The site offered more than the usual array of construction challenges. In addition to the wetlands, the geology was difficult. “We did not have good as-built drawings of the field conditions, so everywhere we went, we were always blasting rock,” Marquet says. Still, the project was completed on time and under budget, a feat Marquet attributes to low recession-era construction bids. The bids on the garage, for instance, were up to 30 percent below budget and promised completion a full year ahead of schedule.
That initial promise soon evaporated, because the geotechnical survey for the parking garage turned out to be faulty. Decomposing rock underneath the structure was discovered only once foundations were underway, requiring that caissons be dug just before winter set in. The mistake cost a million dollars and added six weeks to the project—although the garage absolutely had to be done before residential construction began.
In addition to the site’s difficult terrain, Marquet recalls that “the strip center was a complete cesspool of asbestos,” somehow accumulating several layers of asphalt tile on its roof, and that some contaminated soils had to be carted away. Demolition costs came in far over budget as a result.
Coordinating construction across multiple parties also proved a challenge, especially given the deadline (i.e., the first week of classes) that a college-town development absolutely had to meet. Just before the grand opening in August 2012, “we were pouring the sidewalk on Dog Lane a week before occupancy” while the town’s public works was “paving the street at the same time. Our concrete truck was across the street, and they were paving beneath us,” says Marquet. Working around each other in tight quarters required very close coordination and a strong working relationship with the town, which was not used to projects of this magnitude: “That’s where all that candor and all those meetings paid off,” he says.
Other coordination did not go so well. The state department of transportation put Storrs Road on the back burner for several months while economic-stimulus projects were fast-tracked. Connecticut Light & Power wanted meters “plastered all around the outside of the buildings,” relenting and accepting meters in more limited locations only weeks before occupancy.
Performance and Marketing
The many stakeholders at Storrs Center are all pleased with how the project has turned out. The apartments have been tremendously popular, especially among older students who want to live off campus. Unexpectedly, the apartments have also proved popular with seniors; Paterson is glad to see “more residents living somewhere they don’t have to drive a car, especially important given an aging population.”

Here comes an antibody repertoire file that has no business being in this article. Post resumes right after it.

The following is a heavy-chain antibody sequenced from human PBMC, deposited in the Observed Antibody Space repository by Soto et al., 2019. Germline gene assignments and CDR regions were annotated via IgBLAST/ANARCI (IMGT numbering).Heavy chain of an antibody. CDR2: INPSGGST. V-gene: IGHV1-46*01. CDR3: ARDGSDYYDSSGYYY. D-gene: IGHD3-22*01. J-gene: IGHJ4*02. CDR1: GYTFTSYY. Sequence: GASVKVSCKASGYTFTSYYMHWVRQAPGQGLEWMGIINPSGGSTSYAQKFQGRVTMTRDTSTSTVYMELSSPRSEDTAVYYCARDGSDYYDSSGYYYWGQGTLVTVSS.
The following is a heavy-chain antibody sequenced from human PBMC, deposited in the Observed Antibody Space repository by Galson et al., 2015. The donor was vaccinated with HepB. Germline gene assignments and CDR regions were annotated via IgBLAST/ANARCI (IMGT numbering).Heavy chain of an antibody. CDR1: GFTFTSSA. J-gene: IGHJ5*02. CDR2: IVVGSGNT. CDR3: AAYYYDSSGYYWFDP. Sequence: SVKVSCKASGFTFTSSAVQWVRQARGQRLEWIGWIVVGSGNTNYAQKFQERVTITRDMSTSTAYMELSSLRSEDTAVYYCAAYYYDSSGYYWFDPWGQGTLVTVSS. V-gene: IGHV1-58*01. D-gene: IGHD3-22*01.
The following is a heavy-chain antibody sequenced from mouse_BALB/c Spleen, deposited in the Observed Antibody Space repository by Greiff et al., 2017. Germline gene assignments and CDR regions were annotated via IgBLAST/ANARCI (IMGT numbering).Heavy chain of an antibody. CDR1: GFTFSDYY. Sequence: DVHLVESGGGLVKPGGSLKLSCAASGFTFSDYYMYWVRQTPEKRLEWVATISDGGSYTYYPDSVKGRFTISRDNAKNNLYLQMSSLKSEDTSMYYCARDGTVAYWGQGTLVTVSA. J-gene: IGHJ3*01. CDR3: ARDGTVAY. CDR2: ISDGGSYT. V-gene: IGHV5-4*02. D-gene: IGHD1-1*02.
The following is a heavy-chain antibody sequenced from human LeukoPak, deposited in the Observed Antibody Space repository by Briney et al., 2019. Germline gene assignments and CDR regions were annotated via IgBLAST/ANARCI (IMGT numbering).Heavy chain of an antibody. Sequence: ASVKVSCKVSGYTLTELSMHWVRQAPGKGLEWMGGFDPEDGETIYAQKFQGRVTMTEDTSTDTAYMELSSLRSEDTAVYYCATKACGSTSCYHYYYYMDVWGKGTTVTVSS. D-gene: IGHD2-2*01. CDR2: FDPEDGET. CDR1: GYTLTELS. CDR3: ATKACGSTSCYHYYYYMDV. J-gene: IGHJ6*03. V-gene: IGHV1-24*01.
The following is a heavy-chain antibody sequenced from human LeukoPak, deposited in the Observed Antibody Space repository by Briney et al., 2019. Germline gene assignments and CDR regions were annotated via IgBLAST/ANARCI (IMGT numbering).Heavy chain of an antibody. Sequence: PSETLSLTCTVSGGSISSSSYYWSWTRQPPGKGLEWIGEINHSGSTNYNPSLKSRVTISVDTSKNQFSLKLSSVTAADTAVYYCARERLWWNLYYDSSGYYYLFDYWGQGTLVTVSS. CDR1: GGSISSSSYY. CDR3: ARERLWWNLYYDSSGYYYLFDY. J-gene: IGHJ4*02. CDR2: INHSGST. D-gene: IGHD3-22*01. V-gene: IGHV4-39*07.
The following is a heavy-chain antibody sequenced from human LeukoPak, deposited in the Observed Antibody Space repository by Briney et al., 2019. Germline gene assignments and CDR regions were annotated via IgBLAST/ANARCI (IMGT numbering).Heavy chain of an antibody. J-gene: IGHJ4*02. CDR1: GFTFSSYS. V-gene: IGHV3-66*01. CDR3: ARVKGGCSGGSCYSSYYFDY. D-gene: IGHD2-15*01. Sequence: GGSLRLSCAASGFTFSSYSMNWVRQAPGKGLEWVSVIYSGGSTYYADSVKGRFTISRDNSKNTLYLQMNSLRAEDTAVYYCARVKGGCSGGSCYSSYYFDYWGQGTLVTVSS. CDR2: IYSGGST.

The property has been a boon to the town’s budget. State aid to Mansfield, ostensibly meant to reimburse the town for the property taxes it cannot levy upon the campus, has been cut in recent state budgets. Storrs Center, though, turned untaxable university land into the town’s largest taxpayer. Paterson is excited to see “both townspeople and university people coming to eat in restaurants, going to the bookstore and the shops. It shows we really have more in common than we thought.”
From the university’s perspective, Lodewick says “this project is the most important project that’s happened on the Storrs campus in history.” Callahan says that “we don’t have the same responses that we used to have on the admitted student survey in terms of why they didn’t come.” Before, van Zelm says, “there were very few restaurants; now, some people say we have too many restaurants.”
Where Storrs Center really shines is in its enviable retail mix, shaped both through the planning process’s broad community participation and through strategic decisions by the developer and leasing broker. The retail program blends elements from a neighborhood shopping center, like a supermarket, drugstore, and post office, with classic elements of a college town and a few regional draws.
The two most prominent corners, where the town square meets Storrs Road, were among the first to lease. One is occupied by CVS, and the other by Dog Lane Café, an all-day restaurant and sister to a popular restaurant established in 1989 in nearby Pomfret. Dog Lane Café was the first lease signed at Storrs, and Kaufman recalls that when it was announced, “We got a standing ovation—the only standing ovation I’ve ever received as a developer at a public meeting.”
Three university-related facilities anchor the building behind the square: a UConn Health Center ambulatory care medical and dental clinic, the Ballard Institute & Museum of Puppetry, and a Barnes & Noble college bookstore. Although the university’s hospitals are in Farmington, over 30 miles west, “We thought it would be a good idea simply from a market share point of view to have a presence at the campus,” says Callahan. The medical center also ensures year-round visitor traffic.
The museum, an adjunct to the university’s puppetry program (one of just two in the United States) draws visitors from far afield with both creative exhibits and performances in a theater that it shares with the bookstore. The bookstore was one of a few uses directly specified in the initial plans. It was a challenge because the university’s bookstores were then operated by a co-op with unsteady finances that has since been replaced by Barnes & Noble. Either way, the museum and bookstore work together as an extension of the welcoming town square.